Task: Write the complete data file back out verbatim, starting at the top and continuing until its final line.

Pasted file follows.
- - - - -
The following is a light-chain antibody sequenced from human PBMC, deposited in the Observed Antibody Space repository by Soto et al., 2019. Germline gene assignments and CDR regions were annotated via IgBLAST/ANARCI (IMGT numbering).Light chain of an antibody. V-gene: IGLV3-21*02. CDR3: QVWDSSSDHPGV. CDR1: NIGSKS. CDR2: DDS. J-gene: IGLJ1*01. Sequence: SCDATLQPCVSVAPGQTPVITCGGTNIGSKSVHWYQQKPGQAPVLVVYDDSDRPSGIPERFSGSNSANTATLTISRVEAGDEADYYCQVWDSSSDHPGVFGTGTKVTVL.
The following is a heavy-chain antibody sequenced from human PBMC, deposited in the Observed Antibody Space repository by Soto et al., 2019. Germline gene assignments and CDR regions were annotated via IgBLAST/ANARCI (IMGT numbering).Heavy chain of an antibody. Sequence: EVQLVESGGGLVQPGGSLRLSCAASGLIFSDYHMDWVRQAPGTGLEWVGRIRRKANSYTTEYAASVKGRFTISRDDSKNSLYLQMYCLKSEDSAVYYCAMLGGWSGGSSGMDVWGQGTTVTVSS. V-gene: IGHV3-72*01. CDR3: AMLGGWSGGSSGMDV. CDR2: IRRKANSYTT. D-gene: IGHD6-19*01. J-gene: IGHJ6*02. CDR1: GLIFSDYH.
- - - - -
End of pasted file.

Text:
The following is a light-chain antibody sequenced from human PBMC, deposited in the Observed Antibody Space repository by Soto et al., 2019. Germline gene assignments and CDR regions were annotated via IgBLAST/ANARCI (IMGT numbering).Light chain of an antibody. V-gene: IGLV3-21*02. CDR3: QVWDSSSDHPGV. CDR1: NIGSKS. CDR2: DDS. J-gene: IGLJ1*01. Sequence: SCDATLQPCVSVAPGQTPVITCGGTNIGSKSVHWYQQKPGQAPVLVVYDDSDRPSGIPERFSGSNSANTATLTISRVEAGDEADYYCQVWDSSSDHPGVFGTGTKVTVL.
The following is a heavy-chain antibody sequenced from human PBMC, deposited in the Observed Antibody Space repository by Soto et al., 2019. Germline gene assignments and CDR regions were annotated via IgBLAST/ANARCI (IMGT numbering).Heavy chain of an antibody. Sequence: EVQLVESGGGLVQPGGSLRLSCAASGLIFSDYHMDWVRQAPGTGLEWVGRIRRKANSYTTEYAASVKGRFTISRDDSKNSLYLQMYCLKSEDSAVYYCAMLGGWSGGSSGMDVWGQGTTVTVSS. V-gene: IGHV3-72*01. CDR3: AMLGGWSGGSSGMDV. CDR2: IRRKANSYTT. D-gene: IGHD6-19*01. J-gene: IGHJ6*02. CDR1: GLIFSDYH.